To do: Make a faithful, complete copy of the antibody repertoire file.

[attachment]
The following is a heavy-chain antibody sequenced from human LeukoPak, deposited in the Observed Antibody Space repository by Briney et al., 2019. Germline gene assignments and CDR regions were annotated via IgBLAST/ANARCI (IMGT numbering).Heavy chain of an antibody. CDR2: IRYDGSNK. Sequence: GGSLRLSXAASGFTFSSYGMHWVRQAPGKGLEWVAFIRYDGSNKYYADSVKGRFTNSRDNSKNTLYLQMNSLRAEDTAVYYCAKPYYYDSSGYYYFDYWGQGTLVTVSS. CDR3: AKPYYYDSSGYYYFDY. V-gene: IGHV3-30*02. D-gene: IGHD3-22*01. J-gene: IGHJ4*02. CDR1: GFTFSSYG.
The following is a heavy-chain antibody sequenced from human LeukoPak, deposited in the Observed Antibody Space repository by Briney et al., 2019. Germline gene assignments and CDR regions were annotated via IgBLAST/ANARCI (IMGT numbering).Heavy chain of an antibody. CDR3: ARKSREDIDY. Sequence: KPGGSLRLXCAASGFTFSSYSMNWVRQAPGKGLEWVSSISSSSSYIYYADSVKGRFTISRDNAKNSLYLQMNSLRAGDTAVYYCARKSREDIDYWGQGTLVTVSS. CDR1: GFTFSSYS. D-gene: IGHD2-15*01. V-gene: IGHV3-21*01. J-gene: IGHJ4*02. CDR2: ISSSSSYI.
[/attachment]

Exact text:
The following is a heavy-chain antibody sequenced from human LeukoPak, deposited in the Observed Antibody Space repository by Briney et al., 2019. Germline gene assignments and CDR regions were annotated via IgBLAST/ANARCI (IMGT numbering).Heavy chain of an antibody. CDR2: IRYDGSNK. Sequence: GGSLRLSXAASGFTFSSYGMHWVRQAPGKGLEWVAFIRYDGSNKYYADSVKGRFTNSRDNSKNTLYLQMNSLRAEDTAVYYCAKPYYYDSSGYYYFDYWGQGTLVTVSS. CDR3: AKPYYYDSSGYYYFDY. V-gene: IGHV3-30*02. D-gene: IGHD3-22*01. J-gene: IGHJ4*02. CDR1: GFTFSSYG.
The following is a heavy-chain antibody sequenced from human LeukoPak, deposited in the Observed Antibody Space repository by Briney et al., 2019. Germline gene assignments and CDR regions were annotated via IgBLAST/ANARCI (IMGT numbering).Heavy chain of an antibody. CDR3: ARKSREDIDY. Sequence: KPGGSLRLXCAASGFTFSSYSMNWVRQAPGKGLEWVSSISSSSSYIYYADSVKGRFTISRDNAKNSLYLQMNSLRAGDTAVYYCARKSREDIDYWGQGTLVTVSS. CDR1: GFTFSSYS. D-gene: IGHD2-15*01. V-gene: IGHV3-21*01. J-gene: IGHJ4*02. CDR2: ISSSSSYI.